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Friday, May 17, 2013

Trauma Farm by Brian Brett


Trauma Farm: A Rebel History of Rural Life by Brian Brett
Post Hypnotic Press
Released Feb 01, 2013
Narrator: Michael Puttonen
Length: 11 hrs, 47 mins, 10 CDs

When I read the synopsis of this book I thought it to be some sort of documentary about our Canadian farms and the meat-packaging industry, but instead it's a memoir of journalist and poet Brian Brett as he recounts the eighteen years he spent on his farm, which he refers to as Trauma Farm, situated in British Columbia on an island called Salt Spring Island which is nestled up against the east side of Vancouver Island. I looked it up and found it to be stunning.

Brett's writing is beautiful and his love of nature and the land are immediately apparent in his description of the flora and fauna, the farm animals, their behaviour (funny and awe-inspiring) and his experience with it all. Brett chooses not to write in chronological order but instead describes the eighteen years in one day, beginning with his memories of walking naked in the darkness of night on his 10-acre land, and on to the dawn, morning and so forth of that eighteen-year day.

Brett is forthright and honest about his opinions and observations on everything to do with farming. I marvelled at his discussion of the humble but versatile egg and also that of the honeybee, but I cringed and was saddened when he spoke of the horrific condition of animals on commercial farms. He speaks fondly of his everyday life experiences with his wife Sharon. And there are funny moments in the book, intimate moments too. I appreciated Brett's wisdom acquired from life on the farm and his reflections of it, even though I disagreed with his beliefs on evolution.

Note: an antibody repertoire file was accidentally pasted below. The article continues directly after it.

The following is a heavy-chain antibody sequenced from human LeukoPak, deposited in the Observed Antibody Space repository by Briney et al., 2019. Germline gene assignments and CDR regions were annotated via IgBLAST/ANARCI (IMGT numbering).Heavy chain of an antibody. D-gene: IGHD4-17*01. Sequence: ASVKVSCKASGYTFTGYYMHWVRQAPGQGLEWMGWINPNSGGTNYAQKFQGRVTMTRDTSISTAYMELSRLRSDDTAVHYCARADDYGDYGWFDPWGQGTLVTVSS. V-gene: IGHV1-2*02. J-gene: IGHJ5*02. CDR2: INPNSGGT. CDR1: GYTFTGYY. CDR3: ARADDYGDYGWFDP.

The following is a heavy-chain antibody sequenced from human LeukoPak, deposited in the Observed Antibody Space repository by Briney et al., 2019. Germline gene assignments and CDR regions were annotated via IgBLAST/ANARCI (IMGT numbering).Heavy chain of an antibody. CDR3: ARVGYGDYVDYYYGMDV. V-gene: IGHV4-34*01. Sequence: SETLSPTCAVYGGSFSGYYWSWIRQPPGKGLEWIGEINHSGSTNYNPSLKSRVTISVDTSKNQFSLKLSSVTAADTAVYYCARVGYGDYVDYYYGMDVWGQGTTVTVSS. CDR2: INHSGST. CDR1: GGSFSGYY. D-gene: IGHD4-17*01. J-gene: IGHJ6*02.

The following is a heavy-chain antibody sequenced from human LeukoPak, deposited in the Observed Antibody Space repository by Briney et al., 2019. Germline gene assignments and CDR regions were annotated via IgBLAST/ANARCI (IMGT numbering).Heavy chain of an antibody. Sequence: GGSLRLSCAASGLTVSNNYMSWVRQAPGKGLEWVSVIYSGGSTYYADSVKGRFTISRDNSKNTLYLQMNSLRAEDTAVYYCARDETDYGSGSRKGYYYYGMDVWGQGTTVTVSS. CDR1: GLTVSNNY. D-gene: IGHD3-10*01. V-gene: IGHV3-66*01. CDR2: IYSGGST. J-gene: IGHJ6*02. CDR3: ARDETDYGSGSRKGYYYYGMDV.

Being a city girl, I learned quite a few things listening to the musings of this poet-farmer and it made me long for the time when I believe (in the future under God's rule) we will go back to living in a paradise, a beautiful garden, as the Earth was meant to be, and be in harmony with the land, going back to a way of life that has becoming lost and destroyed by greed and commercialism. I even envied Brett his experiences with the land and farm, something I barely know about, and feel it as a loss.

Sometimes Brett lost me as he rambled on about everything along with his philosophical views only because there was no chronological order and his poetic mind could take on one subject after another. But for the most part, his humanity appealed to me and kept me listening.

I think that narrator Michael Puttonen captures well the voice of Brett, his moments of irony and humour. He conveys the feelings the author has of the farm life he muses on. I recommend this to readers who love memoirs, nature and learning about the life of farming.

Note: This book is rated C = clean read.

Reviewed by Laura

Disclosure: Thanks to Post Hypnotic Press for sending me this audiobook for review. I was not compensated in any other way, nor told how to rate or review this product.



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